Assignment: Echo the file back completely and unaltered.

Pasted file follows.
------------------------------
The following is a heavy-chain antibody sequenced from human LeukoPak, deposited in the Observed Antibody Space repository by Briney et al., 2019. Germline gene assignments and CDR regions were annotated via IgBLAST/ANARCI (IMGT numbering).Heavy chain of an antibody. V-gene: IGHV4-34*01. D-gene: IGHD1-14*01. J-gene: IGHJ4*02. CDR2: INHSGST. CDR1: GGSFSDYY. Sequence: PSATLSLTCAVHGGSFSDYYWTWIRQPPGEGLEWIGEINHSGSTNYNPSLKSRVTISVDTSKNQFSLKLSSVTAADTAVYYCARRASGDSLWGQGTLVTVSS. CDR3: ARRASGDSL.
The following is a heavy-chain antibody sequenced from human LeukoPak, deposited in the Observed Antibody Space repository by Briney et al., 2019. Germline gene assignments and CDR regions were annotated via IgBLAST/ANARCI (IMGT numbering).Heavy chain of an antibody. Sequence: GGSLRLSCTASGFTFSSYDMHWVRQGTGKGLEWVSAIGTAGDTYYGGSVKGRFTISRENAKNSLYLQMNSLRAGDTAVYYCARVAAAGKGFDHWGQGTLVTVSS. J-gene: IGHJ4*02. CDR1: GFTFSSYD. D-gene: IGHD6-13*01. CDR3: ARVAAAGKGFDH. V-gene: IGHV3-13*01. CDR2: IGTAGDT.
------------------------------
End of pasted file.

The following is a heavy-chain antibody sequenced from human LeukoPak, deposited in the Observed Antibody Space repository by Briney et al., 2019. Germline gene assignments and CDR regions were annotated via IgBLAST/ANARCI (IMGT numbering).Heavy chain of an antibody. V-gene: IGHV4-34*01. D-gene: IGHD1-14*01. J-gene: IGHJ4*02. CDR2: INHSGST. CDR1: GGSFSDYY. Sequence: PSATLSLTCAVHGGSFSDYYWTWIRQPPGEGLEWIGEINHSGSTNYNPSLKSRVTISVDTSKNQFSLKLSSVTAADTAVYYCARRASGDSLWGQGTLVTVSS. CDR3: ARRASGDSL.
The following is a heavy-chain antibody sequenced from human LeukoPak, deposited in the Observed Antibody Space repository by Briney et al., 2019. Germline gene assignments and CDR regions were annotated via IgBLAST/ANARCI (IMGT numbering).Heavy chain of an antibody. Sequence: GGSLRLSCTASGFTFSSYDMHWVRQGTGKGLEWVSAIGTAGDTYYGGSVKGRFTISRENAKNSLYLQMNSLRAGDTAVYYCARVAAAGKGFDHWGQGTLVTVSS. J-gene: IGHJ4*02. CDR1: GFTFSSYD. D-gene: IGHD6-13*01. CDR3: ARVAAAGKGFDH. V-gene: IGHV3-13*01. CDR2: IGTAGDT.